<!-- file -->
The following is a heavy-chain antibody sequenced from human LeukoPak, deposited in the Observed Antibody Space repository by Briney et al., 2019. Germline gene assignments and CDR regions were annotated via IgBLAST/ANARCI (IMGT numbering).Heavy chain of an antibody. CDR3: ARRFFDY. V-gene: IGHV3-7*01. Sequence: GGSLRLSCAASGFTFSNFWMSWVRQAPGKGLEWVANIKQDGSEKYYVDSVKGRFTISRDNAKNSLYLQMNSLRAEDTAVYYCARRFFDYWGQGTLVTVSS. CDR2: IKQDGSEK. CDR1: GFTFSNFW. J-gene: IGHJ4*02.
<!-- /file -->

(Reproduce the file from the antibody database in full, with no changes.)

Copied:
The following is a heavy-chain antibody sequenced from human LeukoPak, deposited in the Observed Antibody Space repository by Briney et al., 2019. Germline gene assignments and CDR regions were annotated via IgBLAST/ANARCI (IMGT numbering).Heavy chain of an antibody. CDR3: ARRFFDY. V-gene: IGHV3-7*01. Sequence: GGSLRLSCAASGFTFSNFWMSWVRQAPGKGLEWVANIKQDGSEKYYVDSVKGRFTISRDNAKNSLYLQMNSLRAEDTAVYYCARRFFDYWGQGTLVTVSS. CDR2: IKQDGSEK. CDR1: GFTFSNFW. J-gene: IGHJ4*02.